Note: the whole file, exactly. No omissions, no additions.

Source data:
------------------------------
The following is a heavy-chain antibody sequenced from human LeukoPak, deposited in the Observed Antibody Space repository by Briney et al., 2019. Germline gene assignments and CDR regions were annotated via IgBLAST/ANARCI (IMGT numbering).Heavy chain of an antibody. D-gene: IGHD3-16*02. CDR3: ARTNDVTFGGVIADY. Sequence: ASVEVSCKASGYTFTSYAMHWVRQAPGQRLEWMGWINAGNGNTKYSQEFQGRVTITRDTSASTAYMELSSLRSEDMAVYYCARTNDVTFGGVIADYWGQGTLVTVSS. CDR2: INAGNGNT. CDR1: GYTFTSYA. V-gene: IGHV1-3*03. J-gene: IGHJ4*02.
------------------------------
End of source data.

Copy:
The following is a heavy-chain antibody sequenced from human LeukoPak, deposited in the Observed Antibody Space repository by Briney et al., 2019. Germline gene assignments and CDR regions were annotated via IgBLAST/ANARCI (IMGT numbering).Heavy chain of an antibody. D-gene: IGHD3-16*02. CDR3: ARTNDVTFGGVIADY. Sequence: ASVEVSCKASGYTFTSYAMHWVRQAPGQRLEWMGWINAGNGNTKYSQEFQGRVTITRDTSASTAYMELSSLRSEDMAVYYCARTNDVTFGGVIADYWGQGTLVTVSS. CDR2: INAGNGNT. CDR1: GYTFTSYA. V-gene: IGHV1-3*03. J-gene: IGHJ4*02.